Assessing localized prostate cancer post-treatment quality of life outcomes among gay men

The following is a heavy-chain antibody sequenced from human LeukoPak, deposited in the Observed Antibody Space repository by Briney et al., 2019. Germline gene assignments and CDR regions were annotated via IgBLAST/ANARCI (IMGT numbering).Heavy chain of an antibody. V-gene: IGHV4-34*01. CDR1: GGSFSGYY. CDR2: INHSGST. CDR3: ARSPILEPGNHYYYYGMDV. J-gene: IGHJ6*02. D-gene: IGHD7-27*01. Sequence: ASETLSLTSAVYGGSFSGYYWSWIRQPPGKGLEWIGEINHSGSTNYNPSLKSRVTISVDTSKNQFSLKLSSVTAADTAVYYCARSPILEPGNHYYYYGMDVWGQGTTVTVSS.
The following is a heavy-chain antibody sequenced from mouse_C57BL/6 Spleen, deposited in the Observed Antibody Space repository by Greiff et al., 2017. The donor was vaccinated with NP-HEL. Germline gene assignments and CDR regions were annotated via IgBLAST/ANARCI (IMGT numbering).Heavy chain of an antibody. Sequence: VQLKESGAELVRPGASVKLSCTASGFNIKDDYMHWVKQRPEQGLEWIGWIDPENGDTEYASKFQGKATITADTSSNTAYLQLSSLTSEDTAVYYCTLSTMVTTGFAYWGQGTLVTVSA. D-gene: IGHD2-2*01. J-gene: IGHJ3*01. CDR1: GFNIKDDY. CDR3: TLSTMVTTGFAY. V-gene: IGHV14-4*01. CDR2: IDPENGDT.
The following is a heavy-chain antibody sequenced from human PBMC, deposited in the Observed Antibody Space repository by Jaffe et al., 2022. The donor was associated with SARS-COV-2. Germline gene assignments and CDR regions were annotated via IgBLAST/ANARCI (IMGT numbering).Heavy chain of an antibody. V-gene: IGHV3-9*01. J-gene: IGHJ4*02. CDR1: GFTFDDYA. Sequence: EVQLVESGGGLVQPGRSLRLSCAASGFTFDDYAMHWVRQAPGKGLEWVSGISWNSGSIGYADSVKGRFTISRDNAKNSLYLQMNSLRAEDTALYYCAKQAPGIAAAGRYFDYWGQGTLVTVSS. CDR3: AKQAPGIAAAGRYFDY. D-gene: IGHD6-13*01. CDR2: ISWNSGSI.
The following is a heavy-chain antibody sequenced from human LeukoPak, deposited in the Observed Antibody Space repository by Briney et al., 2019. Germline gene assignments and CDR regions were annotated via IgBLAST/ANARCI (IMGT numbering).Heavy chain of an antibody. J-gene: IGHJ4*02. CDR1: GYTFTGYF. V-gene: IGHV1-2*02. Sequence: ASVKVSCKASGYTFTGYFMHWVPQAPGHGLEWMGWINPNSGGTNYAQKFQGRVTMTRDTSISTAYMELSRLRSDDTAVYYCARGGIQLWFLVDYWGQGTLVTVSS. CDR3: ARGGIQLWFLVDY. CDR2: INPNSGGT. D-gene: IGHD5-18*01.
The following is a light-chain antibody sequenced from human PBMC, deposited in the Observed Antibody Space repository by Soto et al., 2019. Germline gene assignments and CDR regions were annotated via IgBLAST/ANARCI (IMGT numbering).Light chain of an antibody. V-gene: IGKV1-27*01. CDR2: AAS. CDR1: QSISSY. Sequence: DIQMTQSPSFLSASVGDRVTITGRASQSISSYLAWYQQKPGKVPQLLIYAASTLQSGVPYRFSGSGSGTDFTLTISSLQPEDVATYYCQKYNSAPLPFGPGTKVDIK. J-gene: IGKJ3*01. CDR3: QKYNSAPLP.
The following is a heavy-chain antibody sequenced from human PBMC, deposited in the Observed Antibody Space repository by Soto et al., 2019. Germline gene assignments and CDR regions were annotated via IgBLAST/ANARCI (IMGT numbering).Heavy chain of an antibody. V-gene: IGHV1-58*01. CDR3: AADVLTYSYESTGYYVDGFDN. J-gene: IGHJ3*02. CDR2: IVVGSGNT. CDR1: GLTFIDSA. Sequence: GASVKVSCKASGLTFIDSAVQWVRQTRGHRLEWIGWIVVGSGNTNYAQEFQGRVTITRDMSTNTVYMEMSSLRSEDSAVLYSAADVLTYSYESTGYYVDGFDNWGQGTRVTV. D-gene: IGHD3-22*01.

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Background: An estimated 2.3 million prostate cancer survivors reside in the United States, 50,000-70,000 of which are gay men. Fearing discrimination, stigma, or receipt of substandard care, gay men may not reveal their sexual orientation potentially affecting provider communication, treatment decision-making and post-treatment quality of life (QoL). Sexual orientation and other social factors may play an important role in men's QoL. Research suggests that functional impairments following treatment diminish QoL more for younger (i.e., age 50-64 years) than older men, while supportive partners can positively influence how men adapt to prostate cancer. Yet data are currently limited to heterosexual populations; it is unknown whether these effects are similar among gay prostate cancer survivors. Aims: To revise recent measures of prostate cancer QoL to include the experiences of gay men, assess the role of age and partnership status among gay men and compare QoL between gay and straight men. Methods: We administered a national QoL survey to gay prostate cancer survivors, including questions about sexual orientation disclosure and community rejection derived from qualitative interviews. Survey data were analyzed to assess the role of age and partnership status among gay men for four post-treatment prostate cancer QoL outcomes (masculine self-esteem, health worry, informed treatment decision and treatment regret) and QoL was then compared to straight prostate cancer survivors using data from a previous study to assess for differences based on sexual orientation. Results: Younger gay men experienced poorer QoL outcomes following treatment than older men; no association with partnership status was found. Comfort in revealing one's sexual orientation to a provider may result in better outcomes. Gay men reported more stigma, lower masculine self-esteem and more treatment regret following prostate cancer treatment than straight men. Conclusions: For gay men, greater sensitivity to stigma as a sexual minority may result in poorer QoL compared to straight men. While both gay and straight men struggle with similar QoL issues following localized prostate cancer treatment, gay men may have more difficulty due to sexual orientation. Further research is needed to better understand the role that sexual orientation and stigma play in prostate cancer QoL.
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